Depression and anxiety

Table 4 compares the mean scores of different domains of HADS in different phenotypes of PCOS. There are no statistically significant differences between the mean scores of depression, anxiety, and total HADS between the different phenotype categories (P > 0.05).

Table 4 Comparing the scores of HADS between different PCOS phenotypes

Quality of life

Table 5 provieds the results obtained from summerizing the mean scores of QoL domains in the PCOS phenotype categories. As shown, there are no ststistically significant differences betwee the different phenotype categories (P > 0.05).

Table 5 Comparison of SF-12 mean scores between different PCOS phenotypes

Table 6 shows the correlation between the number of abortion and depression, anxiety and QoL, and there are no any association between them (P > 0.05).

Table 6 Correlation between the number of abortion and anxiety, depression, and MPCOSQ

As can be seen from Table 7, the average scores of emotion and QoL were lower in the infertile group. Also the women in this group feel more an anxiety.

Table 7 Comparison of variable scores in fertile and infertile groups

Discussion

PCOS is one of the most common endocrine disorders in women with reproductive age. The adverse impact of diverse clinical manifestations and prolonged complication on worsened QoL and psychological impairments have become a new area of research in the last decades [19]. Although it is well-established that PCOS women suffer from anxiety, depression, and markedly reduced QoL [5, 20], the association between psychological disorder and each phenotypical category has remained unclear. Therefore, this study was conducted to compare emotional well-being, anxiety and depression among different PCOS phenotypes in Iranian women.

“Classic” PCOS (phenotypes a and B)

“Classic “PCOS, which includes phenotypes A and B, is classified based on chronic OD and HA. Also finding PCOM with sonography leads to distinction between these two phenotypes [7]. In the current study, comparing different dimensions of MPCOSQ across confirmed phenotypic categories of PCOS revealed that classic PCOS represents sever hirsutism symptoms. Also there is not any significant difference between phenotypes A and B.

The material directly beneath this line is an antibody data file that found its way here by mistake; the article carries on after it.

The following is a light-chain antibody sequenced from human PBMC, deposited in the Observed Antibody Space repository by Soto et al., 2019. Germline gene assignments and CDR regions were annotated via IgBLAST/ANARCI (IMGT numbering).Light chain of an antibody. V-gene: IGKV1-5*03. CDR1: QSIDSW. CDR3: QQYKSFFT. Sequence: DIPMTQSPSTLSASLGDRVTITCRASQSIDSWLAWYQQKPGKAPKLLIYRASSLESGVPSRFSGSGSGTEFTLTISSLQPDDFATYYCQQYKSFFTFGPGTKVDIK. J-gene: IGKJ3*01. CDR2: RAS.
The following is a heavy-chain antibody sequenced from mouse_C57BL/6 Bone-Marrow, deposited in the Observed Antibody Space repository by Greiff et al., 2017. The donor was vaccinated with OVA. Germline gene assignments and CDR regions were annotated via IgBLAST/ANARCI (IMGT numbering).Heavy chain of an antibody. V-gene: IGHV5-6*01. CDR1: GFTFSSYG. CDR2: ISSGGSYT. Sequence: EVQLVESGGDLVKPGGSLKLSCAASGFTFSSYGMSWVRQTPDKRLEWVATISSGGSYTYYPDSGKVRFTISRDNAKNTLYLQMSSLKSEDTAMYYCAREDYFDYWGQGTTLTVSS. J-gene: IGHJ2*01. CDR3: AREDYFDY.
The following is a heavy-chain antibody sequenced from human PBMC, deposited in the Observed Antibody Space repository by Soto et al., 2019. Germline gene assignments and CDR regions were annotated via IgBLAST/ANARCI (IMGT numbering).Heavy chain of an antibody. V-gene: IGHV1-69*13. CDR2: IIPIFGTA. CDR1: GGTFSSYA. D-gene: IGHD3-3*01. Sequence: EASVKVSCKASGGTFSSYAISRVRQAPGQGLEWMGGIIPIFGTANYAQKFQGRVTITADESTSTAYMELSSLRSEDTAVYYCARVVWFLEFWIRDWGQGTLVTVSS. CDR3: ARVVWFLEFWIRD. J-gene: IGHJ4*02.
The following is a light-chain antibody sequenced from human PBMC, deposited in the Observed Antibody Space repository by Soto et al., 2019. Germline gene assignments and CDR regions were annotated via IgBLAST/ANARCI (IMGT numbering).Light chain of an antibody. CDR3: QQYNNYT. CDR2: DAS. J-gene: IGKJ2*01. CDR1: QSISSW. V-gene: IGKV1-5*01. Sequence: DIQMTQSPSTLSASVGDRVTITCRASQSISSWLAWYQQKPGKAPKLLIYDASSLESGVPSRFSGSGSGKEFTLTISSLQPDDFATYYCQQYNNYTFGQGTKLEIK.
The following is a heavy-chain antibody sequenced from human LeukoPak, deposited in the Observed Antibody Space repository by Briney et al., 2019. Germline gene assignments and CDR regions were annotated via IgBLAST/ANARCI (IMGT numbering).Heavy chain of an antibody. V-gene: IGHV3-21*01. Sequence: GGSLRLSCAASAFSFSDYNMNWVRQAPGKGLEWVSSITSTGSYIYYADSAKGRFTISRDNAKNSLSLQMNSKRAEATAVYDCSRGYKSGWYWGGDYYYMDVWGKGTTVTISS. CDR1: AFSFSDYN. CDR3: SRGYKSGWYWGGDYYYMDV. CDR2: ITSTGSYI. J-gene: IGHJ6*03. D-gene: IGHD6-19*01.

It is important to note that hirsutism is defined as the excessive terminal hair growth in androgen-dependent areas with male distribution of women body [21]. Not only may hirsutism be an unequivocal marker of excessive androgen action [22], it is also influenced by the peripheral metabolism of androgens, insulin resistance and compensatory hyperinsulinism [23]. A possible explanation for these results might be the similarity of classic PCOS presentation. Indeed, classic PCOS is accompanied by abdominal obesity, increased levels of LH and LH/FSH ratio, increased level of androgens, and elevated insulin and insulin resistance [24].

The soaring total score of MPCOSQ indicates perturbed HRQoL in classical PCOS patients. These results seem to be consistent with the findings of other researchers who found impaired HRQoL functioning in depressed compared with non-depressed women with PCOS [25]. Although hair growth and menstrual disturbance were reported as the most distressing factors in a Turkish investigation [25], Greenwood et al. [26], suggested infertility and weight problems as the most serious concerns. This inconsistency may be due to clinical compositions and perhaps cultural differences.

“Ovulatory PCOS” (phenotype C)

Patients with “ovulatory PCOS”, generally, seem to have the mild form of classic PCOS. Indeed, phenotype C PCOS patients manifest average values (compared with patients with other phenotypes of PCOS) of serum androgens, insulin, and testosterone, atherogenic lipids, hirsutism scores, and prevalence of metabolic syndrome [7]. Also Guastella et al. [24] reported intermediate levels of BMI, waist circumference, and testosterone in ovulatory PCOS patients compared with classic PCOS patients and control group. Additionally, normal levels of LH have been described in these patients as the main difference with other phenotypes [24]. One of the issues that emerges from these findings is that passaging from classic phenotypes to ovulatory PCOS and vice versa can be related to socio-cultural and environmental effects [27].